The Mississippi river country from Vicksburg to Natchez was a source and a setting for several of Eudora Welty's early stories and for her novel The Robber Bridegroom
. Her eloquent essay about this region, reprinted here with a selection of her black-and-white photographs, is a reflection on the development and history of these lands in the old American Southwest in a time before and in the years just after the Louisiana Purchase.
Originally published in Harper's Bazaar
in 1944, this piece evokes both the elemental terrain and notables who traversed it via the river and the Natchez Trace--Aaron Burr, the flatboatman Mike Fink, the villainous Harpe brothers, and John James Audubon, as well as assorted fire-and-brimstone preachers, bandits, planters, and Native Americans.
In Some Notes on River Country
, a dreamlike meandering through the landscape in eloquent prose and evocative photographs, Welty's empathetic presence is felt. Taking the reader on an imagined journey, Welty combines the genres of travel narrative, character study, and geographical history to give a grand tour of the region. This brilliant portrait of a place is both elegiac and animated as she shows how much has changed, how much can never be recovered, and how much of the old river country remains in its contemporary incarnation. The essay and photographs explore the Natchez Trace, Grand Gulf, Port Gibson, Vicksburg, Natchez, Rodney's Landing, and other locales, offering insight on their quirky denizens, their significant history, and their entrancing uniqueness.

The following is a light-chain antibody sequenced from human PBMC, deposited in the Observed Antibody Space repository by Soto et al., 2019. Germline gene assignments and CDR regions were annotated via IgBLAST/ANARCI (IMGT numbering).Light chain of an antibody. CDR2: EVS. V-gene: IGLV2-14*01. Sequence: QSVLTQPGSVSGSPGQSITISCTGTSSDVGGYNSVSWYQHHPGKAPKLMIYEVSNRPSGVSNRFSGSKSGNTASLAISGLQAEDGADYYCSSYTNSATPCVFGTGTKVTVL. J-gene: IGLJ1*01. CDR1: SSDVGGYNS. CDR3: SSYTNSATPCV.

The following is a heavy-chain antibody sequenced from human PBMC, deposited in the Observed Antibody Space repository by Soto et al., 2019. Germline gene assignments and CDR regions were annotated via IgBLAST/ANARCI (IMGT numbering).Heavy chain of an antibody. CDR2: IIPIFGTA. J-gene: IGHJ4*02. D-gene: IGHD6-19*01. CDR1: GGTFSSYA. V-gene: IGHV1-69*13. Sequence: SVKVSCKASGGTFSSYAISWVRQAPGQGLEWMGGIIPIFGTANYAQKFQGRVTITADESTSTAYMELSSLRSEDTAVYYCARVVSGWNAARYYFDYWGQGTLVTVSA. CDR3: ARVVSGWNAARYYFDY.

In this setting Welty discovered a presence and a sense of place that stimulated her artistic vision and imbued her work forever after.